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François de Bonal
Bishop of Clermont, b. 1734 at the castle of Bonal, near Agen; d. at Munich, 1800. He had been Vicar-General of Agen and Diector of the Carmelite Nuns in france when he was made Bishop of Clermon, 1776. On the eve of the Revolution, as he was warning his diocesans against the license of the press, he foretold the visitations of God that were coming. He went as one of the deputies of the clergy to the Etats-Généraux of 1789, where he distinguished himself by his moderation and firmness. To Target who spoke of the "God of peace" he replied that the God of peace was also the God of order and justice. From his prison Louis XVI sent for his opinion as to whether he should receive Paschal Communion. The answer was full of sympathy, yet the unfortunate monarch was advised to abstain "for having sanctioned decrees destructive of religion". Bonal was alluding chiefly to the civil constitution of the clergy. Having declined to take the constitutional oath, he was compelled to leave his diocese and country. He passed to Flanders and later to Holland, was captured and sentenced to deportation by the French, but succeeded in making his escape and spent the last years of his life in various cities of Germany. He is the author of a "Testament spirituel".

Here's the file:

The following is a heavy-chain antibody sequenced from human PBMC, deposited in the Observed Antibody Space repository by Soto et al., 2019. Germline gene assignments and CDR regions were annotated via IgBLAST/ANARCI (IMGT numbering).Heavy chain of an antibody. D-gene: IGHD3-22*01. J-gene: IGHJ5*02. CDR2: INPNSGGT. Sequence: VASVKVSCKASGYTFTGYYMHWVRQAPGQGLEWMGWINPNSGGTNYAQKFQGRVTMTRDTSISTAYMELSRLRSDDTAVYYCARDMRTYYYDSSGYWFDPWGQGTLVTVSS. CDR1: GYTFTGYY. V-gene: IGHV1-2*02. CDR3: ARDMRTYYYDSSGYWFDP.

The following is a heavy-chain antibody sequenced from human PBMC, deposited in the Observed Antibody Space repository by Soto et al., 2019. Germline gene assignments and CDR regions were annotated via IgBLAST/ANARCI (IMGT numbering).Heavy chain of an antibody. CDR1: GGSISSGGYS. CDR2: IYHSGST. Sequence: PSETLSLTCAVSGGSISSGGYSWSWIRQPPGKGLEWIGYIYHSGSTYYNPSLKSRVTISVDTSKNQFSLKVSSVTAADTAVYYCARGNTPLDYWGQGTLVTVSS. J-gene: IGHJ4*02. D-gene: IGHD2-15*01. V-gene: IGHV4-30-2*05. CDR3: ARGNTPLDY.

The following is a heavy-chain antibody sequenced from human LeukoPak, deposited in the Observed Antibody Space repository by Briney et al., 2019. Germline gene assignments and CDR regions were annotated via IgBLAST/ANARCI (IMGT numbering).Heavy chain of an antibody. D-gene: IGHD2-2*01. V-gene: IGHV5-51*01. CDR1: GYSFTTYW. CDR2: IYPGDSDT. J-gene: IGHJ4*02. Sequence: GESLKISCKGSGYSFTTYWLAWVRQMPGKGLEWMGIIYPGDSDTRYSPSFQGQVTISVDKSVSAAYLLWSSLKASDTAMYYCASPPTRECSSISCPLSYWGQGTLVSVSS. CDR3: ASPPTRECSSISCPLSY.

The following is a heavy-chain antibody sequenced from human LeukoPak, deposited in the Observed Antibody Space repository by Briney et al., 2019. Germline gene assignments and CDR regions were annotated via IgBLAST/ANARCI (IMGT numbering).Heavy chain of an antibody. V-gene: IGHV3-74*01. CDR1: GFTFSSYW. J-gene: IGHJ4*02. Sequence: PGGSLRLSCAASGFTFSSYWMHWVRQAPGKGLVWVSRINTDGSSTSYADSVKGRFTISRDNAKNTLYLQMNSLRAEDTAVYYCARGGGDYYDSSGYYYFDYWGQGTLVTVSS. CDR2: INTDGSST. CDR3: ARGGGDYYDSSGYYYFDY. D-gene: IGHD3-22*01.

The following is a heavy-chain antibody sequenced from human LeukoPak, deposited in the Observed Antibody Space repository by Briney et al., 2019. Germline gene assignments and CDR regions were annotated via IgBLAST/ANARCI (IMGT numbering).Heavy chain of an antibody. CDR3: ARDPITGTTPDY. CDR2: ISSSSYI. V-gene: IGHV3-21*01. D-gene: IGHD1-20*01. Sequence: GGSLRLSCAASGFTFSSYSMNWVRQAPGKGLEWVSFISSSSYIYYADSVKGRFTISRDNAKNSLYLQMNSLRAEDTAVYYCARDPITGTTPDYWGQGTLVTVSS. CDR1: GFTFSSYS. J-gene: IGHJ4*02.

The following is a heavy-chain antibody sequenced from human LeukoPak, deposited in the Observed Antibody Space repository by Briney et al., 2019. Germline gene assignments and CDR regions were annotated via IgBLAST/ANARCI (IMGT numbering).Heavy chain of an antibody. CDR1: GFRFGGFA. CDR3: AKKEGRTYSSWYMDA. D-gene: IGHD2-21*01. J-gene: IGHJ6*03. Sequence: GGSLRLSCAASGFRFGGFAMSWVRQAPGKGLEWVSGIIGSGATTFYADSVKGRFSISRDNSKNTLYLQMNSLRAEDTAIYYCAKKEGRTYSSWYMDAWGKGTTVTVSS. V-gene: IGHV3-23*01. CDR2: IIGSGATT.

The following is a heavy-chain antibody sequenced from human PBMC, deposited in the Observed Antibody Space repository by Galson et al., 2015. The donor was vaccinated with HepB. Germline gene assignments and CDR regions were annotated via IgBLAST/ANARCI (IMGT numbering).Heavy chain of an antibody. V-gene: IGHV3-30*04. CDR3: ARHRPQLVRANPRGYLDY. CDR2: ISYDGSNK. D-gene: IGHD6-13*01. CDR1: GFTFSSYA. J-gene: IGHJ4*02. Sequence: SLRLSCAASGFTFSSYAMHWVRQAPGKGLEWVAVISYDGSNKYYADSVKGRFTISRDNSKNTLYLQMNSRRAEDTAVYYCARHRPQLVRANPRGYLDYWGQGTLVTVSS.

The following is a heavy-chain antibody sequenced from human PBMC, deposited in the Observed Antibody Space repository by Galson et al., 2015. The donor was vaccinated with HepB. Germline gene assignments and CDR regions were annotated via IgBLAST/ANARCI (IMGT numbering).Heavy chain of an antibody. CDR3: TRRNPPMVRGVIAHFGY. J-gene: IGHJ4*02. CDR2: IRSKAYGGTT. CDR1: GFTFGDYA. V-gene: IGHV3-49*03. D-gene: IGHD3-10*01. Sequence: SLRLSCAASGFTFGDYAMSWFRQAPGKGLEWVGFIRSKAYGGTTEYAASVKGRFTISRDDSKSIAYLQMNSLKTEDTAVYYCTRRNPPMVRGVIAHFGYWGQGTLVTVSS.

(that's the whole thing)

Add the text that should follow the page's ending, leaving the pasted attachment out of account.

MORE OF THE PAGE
FELLER, Biographie Universelle (Paris, 1866); DE GREVECOEUR, Journal d'Andrien Duquesnoy (Paris, 1804).